PURPOSE: Serum levels of N-terminal pro-brain natriuretic peptide (NT-proBNP) are often increased in patients with impaired renal function. The objective of this study was to investigate whether the increase in NT-proBNP is predominantly due to a reduced renal clearance or an increased cardiac secretion.
METHODS: A series of 697 outpatients (57.5 ± 16.4 years) referred for evaluation of dyspnea were assigned to 4 groups according to their estimated glomerular filtration rate [eGFR (ml/min per 1.73 m2)]: group 1, eGFR <60 (n=77); group 2, eGFR ≥60-75 (n=139); group 3, eGFR ≥75-90 (n=191); and group 4, eGFR ≥ 90 (n=289). The patients were also grouped into 2 categories based on the presence (n=176) or absence (n=521) of heart disease.
RESULTS: In patients without heart disease, eGFR group 1 membership had no effect on NT-proBNP both in the entire cohort and in the subgroup of patients with NT-proBNP levels in the highest quartile. In patients with heart disease, the values for NT-proBNP were higher in eGFR group 1 than in eGFR groups 2, 3 and 4 after adjustment for the type of heart disease and important extracardiac covariates (p<0.01).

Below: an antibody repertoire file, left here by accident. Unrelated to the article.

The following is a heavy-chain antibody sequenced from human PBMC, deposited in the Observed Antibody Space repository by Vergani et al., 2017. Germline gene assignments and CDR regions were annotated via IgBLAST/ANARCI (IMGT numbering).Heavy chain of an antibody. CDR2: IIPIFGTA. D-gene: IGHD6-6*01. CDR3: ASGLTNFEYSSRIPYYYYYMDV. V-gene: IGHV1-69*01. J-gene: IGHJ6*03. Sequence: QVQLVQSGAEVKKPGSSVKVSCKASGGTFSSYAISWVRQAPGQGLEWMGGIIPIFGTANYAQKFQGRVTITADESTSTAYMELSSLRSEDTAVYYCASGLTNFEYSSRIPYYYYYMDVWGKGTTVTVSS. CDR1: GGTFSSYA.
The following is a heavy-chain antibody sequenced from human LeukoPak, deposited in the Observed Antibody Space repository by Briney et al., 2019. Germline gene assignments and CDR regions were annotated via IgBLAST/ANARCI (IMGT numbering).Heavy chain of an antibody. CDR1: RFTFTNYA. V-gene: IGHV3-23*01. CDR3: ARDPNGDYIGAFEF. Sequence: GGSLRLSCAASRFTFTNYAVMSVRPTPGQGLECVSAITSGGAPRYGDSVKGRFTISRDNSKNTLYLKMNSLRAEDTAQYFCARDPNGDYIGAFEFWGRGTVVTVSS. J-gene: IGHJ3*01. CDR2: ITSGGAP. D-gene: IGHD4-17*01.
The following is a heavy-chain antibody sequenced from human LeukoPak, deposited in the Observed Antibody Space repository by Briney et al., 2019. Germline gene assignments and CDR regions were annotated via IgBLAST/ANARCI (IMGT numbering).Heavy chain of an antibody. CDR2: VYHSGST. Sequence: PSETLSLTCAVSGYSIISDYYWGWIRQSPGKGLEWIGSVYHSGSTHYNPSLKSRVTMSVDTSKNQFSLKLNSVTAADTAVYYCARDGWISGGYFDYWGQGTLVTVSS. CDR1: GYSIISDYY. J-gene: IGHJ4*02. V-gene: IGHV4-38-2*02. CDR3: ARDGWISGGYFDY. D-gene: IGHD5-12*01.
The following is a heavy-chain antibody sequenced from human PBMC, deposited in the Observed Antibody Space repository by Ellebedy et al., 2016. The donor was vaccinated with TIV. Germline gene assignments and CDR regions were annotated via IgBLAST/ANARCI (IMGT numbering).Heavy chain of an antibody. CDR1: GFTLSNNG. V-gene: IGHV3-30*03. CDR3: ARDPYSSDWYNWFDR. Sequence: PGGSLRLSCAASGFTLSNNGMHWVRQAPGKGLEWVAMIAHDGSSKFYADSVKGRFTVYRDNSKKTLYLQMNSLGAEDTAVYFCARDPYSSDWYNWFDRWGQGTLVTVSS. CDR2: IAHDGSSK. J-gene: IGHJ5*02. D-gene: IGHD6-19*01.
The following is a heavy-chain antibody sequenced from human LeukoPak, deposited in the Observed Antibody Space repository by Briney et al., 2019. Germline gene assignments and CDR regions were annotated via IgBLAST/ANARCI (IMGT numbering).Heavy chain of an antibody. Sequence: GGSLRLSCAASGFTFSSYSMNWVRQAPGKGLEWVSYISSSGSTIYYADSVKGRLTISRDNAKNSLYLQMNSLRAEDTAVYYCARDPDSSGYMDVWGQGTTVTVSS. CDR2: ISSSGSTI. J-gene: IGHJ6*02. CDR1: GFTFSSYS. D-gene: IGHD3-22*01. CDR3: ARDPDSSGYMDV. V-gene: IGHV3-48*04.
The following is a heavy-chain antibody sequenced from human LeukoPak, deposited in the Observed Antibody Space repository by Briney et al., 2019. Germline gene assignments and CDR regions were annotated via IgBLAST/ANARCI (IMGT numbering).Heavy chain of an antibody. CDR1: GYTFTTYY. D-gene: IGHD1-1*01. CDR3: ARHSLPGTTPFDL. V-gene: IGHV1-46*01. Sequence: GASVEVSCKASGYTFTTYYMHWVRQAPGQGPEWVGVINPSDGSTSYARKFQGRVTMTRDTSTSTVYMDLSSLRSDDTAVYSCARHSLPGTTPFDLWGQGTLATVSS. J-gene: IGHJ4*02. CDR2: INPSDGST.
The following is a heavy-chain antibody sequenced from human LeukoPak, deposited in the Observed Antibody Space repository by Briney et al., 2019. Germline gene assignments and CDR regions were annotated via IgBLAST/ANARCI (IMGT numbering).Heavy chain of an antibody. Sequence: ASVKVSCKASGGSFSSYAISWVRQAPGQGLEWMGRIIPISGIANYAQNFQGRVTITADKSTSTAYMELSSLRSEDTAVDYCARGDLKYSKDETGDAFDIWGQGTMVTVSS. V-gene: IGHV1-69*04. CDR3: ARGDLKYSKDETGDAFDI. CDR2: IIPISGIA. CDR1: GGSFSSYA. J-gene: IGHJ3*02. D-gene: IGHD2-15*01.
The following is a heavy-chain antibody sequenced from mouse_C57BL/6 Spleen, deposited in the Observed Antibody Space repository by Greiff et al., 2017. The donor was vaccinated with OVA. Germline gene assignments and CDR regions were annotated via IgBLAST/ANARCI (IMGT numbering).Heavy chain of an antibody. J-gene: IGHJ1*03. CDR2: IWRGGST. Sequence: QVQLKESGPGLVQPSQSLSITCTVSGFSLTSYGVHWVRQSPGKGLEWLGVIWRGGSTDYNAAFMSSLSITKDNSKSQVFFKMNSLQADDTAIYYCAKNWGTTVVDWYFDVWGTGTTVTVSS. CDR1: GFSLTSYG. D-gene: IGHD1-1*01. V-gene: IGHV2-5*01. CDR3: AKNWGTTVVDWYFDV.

CONCLUSIONS: A reduced renal clearance does not explain increased NT-proBNP levels in patients with moderate renal impairment and dyspnea. Rather, our data suggest that a moderate reduction of renal function places additional stress on the heart in patients with established cardiac disease.
CLINICAL IMPLICATIONS: This kidney-mediated excess burden of stress may further reduce the exercise tolerance and contribute to the increased cardiovascular risk of cardiac disease patients with at least moderate renal dysfunction.
DISCLOSURE: The following authors have nothing to disclose: Siegfried Wieshammer, Jens Dreyhaupt
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